On a recent day off, my boyfriend Mike Lynch, our dog Bellatrix and I hit the trails on Blue Ridge Mountain for a socially distanced hike. It was an escape of sorts as we both find ourselves on the frontlines of this COVID-19 pandemic. Mike as a Critical Care Nurse, and me as an Advanced Practice Coordinator, facilitating the organ donation process so people in dire need of a transplant may live.
Each day, we enter Critical Care Units and hospital rooms despite our fear that we too could contract COVID-19. It is risky, but healthcare workers know the only way to turn this pandemic around is to show up and do our part, even though that means putting ourselves in harm’s way. It’s a high-stress environment in hospitals these days, but if you look closely enough, you’ll see nurses, doctors, respiratory therapists and support staff still smiling under their masks while they do what they do best–-caring for patients.
I am on the clinical team at Washington Regional Transplant Community (WRTC), the Organ Procurement Organization (OPO) in metro DC. WRTC is responsible for recovering and allocating organs and tissues used in lifesaving transplant surgeries. Unfortunately, the pandemic has led to a significant decline in organ and tissue donors, however, the good news is donations and transplantations are still happening when it is safe to do so.
The pandemic has forced us to temporarily adjust the donation process. Changes include supplying our own PPE when we are able to not diminish hospital supplies, processing donor medical evaluations offsite to limit foot traffic in hospitals and providing local transplant surgeons to recover organs for transplant, rather than surgeons outside the region traveling to DC. In addition, we are working with hospitals to test all potential donors for COVID-19.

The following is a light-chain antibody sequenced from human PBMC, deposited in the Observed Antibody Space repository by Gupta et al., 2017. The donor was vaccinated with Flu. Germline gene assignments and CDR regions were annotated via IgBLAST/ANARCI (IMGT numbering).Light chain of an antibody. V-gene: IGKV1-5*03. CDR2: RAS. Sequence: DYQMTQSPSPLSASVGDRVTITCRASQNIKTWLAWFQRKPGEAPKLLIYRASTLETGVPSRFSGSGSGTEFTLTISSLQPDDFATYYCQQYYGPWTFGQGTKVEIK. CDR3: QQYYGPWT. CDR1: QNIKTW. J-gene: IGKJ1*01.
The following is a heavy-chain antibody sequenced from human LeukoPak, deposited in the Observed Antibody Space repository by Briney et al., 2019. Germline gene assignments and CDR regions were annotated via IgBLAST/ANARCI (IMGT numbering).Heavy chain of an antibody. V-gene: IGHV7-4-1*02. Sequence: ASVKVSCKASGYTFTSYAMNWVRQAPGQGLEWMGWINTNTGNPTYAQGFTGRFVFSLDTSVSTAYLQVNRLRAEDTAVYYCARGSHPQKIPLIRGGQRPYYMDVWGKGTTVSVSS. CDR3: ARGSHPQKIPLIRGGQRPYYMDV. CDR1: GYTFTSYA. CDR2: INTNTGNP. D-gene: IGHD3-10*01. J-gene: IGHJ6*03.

In May 2020, WRTC recovered and allocated organs and tissues from 32 benevolent donors, and while that number is down, we are hopeful as COVID-19 hospitalizations decrease, we will see an uptick in the number of donors. While we cannot currently recover organs and tissues from donors who have active COVID-19 infections, we are evaluating the potential to accept organs from COVID-19 survivors, so long as they tested negative for COVID-19 at the time of their death. Our medical directors conduct comprehensive evaluations on all potential donors and determine medical suitability on a case-by-case basis.
Everyone can register to be a donor, and I urge people to visit BeADonor.org right now and register. The nearly 112,000 people with end-stage organ failure are counting on you. They desperately wait each day for the call that a lifesaving organ is available for them. There is no medicine or a magic pill they can take to live. A transplant is the only cure, and that is why our mission must always continue.